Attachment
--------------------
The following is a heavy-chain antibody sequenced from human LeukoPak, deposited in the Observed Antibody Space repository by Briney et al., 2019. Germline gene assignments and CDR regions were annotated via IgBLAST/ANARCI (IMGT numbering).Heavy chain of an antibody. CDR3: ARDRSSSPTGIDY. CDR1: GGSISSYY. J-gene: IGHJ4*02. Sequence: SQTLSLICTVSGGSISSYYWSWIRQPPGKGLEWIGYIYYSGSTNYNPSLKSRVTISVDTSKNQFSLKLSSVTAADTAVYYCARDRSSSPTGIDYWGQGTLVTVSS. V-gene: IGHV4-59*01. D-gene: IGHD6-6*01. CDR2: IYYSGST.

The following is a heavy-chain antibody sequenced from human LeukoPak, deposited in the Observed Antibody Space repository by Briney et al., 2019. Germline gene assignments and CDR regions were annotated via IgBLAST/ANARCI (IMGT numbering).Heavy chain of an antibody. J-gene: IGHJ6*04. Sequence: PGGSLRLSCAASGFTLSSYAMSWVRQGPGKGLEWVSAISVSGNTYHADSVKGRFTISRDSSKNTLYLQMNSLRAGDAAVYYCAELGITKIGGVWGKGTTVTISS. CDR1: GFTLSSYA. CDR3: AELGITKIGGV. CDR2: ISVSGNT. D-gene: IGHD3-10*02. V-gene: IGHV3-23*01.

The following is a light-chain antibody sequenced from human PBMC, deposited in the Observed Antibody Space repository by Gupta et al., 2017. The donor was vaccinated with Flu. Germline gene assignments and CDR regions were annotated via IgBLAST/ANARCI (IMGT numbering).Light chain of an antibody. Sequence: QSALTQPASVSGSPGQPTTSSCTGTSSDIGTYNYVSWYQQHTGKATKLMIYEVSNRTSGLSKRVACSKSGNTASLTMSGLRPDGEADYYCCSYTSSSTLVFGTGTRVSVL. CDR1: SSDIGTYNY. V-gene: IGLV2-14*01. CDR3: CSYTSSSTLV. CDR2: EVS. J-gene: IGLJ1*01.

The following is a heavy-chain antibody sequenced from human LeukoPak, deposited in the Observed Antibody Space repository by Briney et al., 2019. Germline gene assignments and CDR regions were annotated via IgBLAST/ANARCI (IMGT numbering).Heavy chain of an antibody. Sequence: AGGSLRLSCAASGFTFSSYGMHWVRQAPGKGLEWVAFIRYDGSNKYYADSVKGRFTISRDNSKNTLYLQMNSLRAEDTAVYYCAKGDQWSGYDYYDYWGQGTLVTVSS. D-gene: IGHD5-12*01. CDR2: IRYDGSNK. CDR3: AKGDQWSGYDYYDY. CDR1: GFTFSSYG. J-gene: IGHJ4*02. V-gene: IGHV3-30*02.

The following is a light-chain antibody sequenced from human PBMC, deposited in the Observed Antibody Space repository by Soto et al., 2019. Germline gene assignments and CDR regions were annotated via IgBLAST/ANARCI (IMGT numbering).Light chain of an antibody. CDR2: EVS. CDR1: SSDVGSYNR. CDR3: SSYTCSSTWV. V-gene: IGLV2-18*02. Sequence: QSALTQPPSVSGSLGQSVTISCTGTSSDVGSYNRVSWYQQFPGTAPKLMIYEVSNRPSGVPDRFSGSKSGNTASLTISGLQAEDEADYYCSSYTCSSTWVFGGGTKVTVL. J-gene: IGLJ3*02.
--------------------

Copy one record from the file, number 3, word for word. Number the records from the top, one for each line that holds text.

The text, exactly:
The following is a light-chain antibody sequenced from human PBMC, deposited in the Observed Antibody Space repository by Gupta et al., 2017. The donor was vaccinated with Flu. Germline gene assignments and CDR regions were annotated via IgBLAST/ANARCI (IMGT numbering).Light chain of an antibody. Sequence: QSALTQPASVSGSPGQPTTSSCTGTSSDIGTYNYVSWYQQHTGKATKLMIYEVSNRTSGLSKRVACSKSGNTASLTMSGLRPDGEADYYCCSYTSSSTLVFGTGTRVSVL. CDR1: SSDIGTYNY. V-gene: IGLV2-14*01. CDR3: CSYTSSSTLV. CDR2: EVS. J-gene: IGLJ1*01.